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Last Updated: Monday, 31 December 2007, 00:59 GMT
Simpson gazes into 2008
By John Simpson
World affairs editor, BBC News

Hillary Clinton
'Hillary Clinton will become US President'
I'm usually in grumbling, defensive mode at this time of year, complaining that it's pointless forecasting the coming 12 months, that the unpredictable will always happen, etc, etc.

But since my 2007 predictions weren't as inaccurate as they might have been, I'm less bad-tempered this year.

Even so, I got a couple of things badly wrong.

I didn't expect that the US commander in Iraq, General David Petraeus, for all his sharp intelligence, would make the so-called surge of American troops in Iraq look quite so successful.

True, it has only brought the level of killings and explosions down to that of two or three years ago, and it's likely to make the eventual civil war in Iraq fiercer than ever.

But it's a success, even so.

Suppose someone of Gen Petraeus's abilities had been in charge earlier?

Yet it scarcely matters now, except for Gen Petraeus's possible political future.

Ugly election

American public opinion has dismissed the Iraq war as a failure, and has moved on.

Throughout 2008 America will continue to leak prestige and strength.

President Mahmoud Ahmadinejad
'A US or Israeli attack on Iran now seems much less likely'

Yet the great advantage of the American system (as well as one of its weaknesses) is that every four or eight years it is entirely regenerated.

So who will be elected to succeed US President George W Bush in November?

A single word, a single revelation could trip up any of the front-runners, but I assume Hillary Clinton will just make it.

It'll be an ugly, unedifying election, though.

America's divisions will be fiercer than ever.

One small forecast: Hispanic voters in states like New Mexico, Colorado and Florida will help to swing the entire election.

The Iran question

Will Mr Bush attack Iran in 2008, in an effort to prevent it from creating a nuclear capability?

Two months ago, opinion in Washington was that he almost certainly would.

But since the National Intelligence Estimate at the start of December showed that Iran had secretly stopped work on nuclear weapons development, opinion in Washington has been that he won't.

So will Israel do the job for him?

Maybe; though any attack is unlikely to be successful, there will be anger and violence everywhere, and it will have serious implications for Israel's own future.

Dmitry Medvedev (left) and Vladimir Putin
'Mr Putin will remain in control as prime minister'

Somehow I doubt if Israel's Prime Minister Ehud Olmert will try it.

"Don't think I'm the politician I once was," he told me earnestly a year ago. "I've changed."

His negotiations with the Palestinian leadership over the last year have demonstrated that.

And Iran itself?

We often forget that it is one of the few countries in the region which can genuinely change its government through the ballot box.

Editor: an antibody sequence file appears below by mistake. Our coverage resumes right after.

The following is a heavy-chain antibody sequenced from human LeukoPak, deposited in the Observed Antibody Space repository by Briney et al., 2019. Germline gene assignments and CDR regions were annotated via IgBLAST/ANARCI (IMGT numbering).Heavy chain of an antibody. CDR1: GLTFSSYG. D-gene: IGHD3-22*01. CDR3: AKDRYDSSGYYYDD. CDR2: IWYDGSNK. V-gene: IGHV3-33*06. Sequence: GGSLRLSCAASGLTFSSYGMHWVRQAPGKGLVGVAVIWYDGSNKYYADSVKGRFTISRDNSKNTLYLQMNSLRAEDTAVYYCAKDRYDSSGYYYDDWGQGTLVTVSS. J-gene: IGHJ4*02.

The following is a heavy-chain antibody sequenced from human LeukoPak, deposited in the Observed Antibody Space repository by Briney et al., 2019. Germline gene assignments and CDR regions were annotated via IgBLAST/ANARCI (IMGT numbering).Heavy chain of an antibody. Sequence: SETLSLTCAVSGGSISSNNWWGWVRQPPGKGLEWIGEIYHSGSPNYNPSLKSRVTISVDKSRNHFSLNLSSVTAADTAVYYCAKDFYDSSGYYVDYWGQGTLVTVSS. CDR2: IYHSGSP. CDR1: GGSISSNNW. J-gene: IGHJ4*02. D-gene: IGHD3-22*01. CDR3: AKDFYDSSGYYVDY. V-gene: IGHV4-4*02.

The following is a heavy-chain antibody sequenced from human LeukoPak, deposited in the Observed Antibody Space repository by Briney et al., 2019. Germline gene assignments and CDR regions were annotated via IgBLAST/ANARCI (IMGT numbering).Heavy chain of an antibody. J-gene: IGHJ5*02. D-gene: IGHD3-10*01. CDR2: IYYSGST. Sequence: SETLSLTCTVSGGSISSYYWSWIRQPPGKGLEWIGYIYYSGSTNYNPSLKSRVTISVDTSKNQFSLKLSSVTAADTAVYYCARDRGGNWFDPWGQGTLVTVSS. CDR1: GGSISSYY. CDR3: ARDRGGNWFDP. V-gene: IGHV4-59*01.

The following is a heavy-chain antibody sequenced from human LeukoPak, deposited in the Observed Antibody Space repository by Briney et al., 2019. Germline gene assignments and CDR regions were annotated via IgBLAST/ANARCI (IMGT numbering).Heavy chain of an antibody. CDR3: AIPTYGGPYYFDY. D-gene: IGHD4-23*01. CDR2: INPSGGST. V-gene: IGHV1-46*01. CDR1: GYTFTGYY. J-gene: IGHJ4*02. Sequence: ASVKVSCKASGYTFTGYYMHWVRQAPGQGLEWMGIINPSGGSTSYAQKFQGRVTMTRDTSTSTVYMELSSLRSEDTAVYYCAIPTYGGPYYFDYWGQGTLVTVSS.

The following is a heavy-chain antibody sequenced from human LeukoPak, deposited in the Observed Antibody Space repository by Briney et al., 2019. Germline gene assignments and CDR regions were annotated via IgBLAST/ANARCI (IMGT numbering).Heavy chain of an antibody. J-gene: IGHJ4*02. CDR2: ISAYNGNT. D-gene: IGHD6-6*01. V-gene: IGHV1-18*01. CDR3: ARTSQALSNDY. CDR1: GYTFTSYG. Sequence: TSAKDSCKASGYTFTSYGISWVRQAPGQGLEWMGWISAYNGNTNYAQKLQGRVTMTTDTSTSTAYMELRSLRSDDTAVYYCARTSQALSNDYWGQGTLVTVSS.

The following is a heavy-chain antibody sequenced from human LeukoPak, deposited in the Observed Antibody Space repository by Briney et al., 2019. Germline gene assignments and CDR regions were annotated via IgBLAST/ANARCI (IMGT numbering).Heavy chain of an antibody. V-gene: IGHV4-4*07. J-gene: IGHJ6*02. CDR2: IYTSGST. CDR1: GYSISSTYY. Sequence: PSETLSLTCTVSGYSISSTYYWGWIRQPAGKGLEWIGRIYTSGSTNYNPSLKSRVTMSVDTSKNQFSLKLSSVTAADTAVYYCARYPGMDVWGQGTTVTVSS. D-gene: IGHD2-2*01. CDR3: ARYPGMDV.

If President Mahmoud Ahmadinejad had to fight an election in this coming year, instead of in 2009, he would probably lose.

If, though, Iran is attacked, he will win handsomely.

We can forget all-out regime change in Iran; the Bush government has neither the stomach nor the capability for that now.

Olympic victor

In predicting 2007 I said that President Nicolas Sarkozy (well, at least I got that right) couldn't lift France out of its malaise.

Instead, he's made an impressive start.

And in 2008 we will see a new French foreign policy - the creation of a Mediterranean "union".

Russia, for Vladimir Putin's own purposes, will adopt the Western European political model.

After the coming election, President Dmitry Medvedev will be a figurehead, while Mr Putin, as prime minister, will stay in charge.

Jacob Zuma
'But Jacob Zuma probably will not be South Africa's president'

He has succeeded magnificently in blinding his own electorate to the fact that Russia is weaker and more isolated than ever - though certainly richer.

The drearily aggressive nationalisms of the Balkans will be on display again when the ethnic Albanians of Kosovo declare independence.

Russia will meddle, Serbia will threaten, Europe will dither - but I can't see it becoming a re-run of Sarajevo in July 1914, as some people are suggesting.

The US ambassador in Zimbabwe forecast economic meltdown there by the end of this year. It hasn't happened.

Things are still dreadful, but President Robert Mugabe will introduce a new economic package which will just keep his government going.

He will lurch chaotically and brutally along, while President Thabo Mbeki of South Africa continues to pretend that doing nothing is the best policy.

Mr Mbeki himself will have less and less authority, though I suspect that the man who beat him for the leadership of the ANC, Jacob Zuma, won't make it to the presidency.

Cyril Ramaphosa, who framed the country's excellent constitution, might still have a chance.

A final flier: China will snatch overall victory at the Olympic Games, defeating America.

There will be much breast-beating.

In reality, though, the true victors will be the European Union, but you'll have to add up Europe's medals yourself to spot that. No one else will bother to do it for you.

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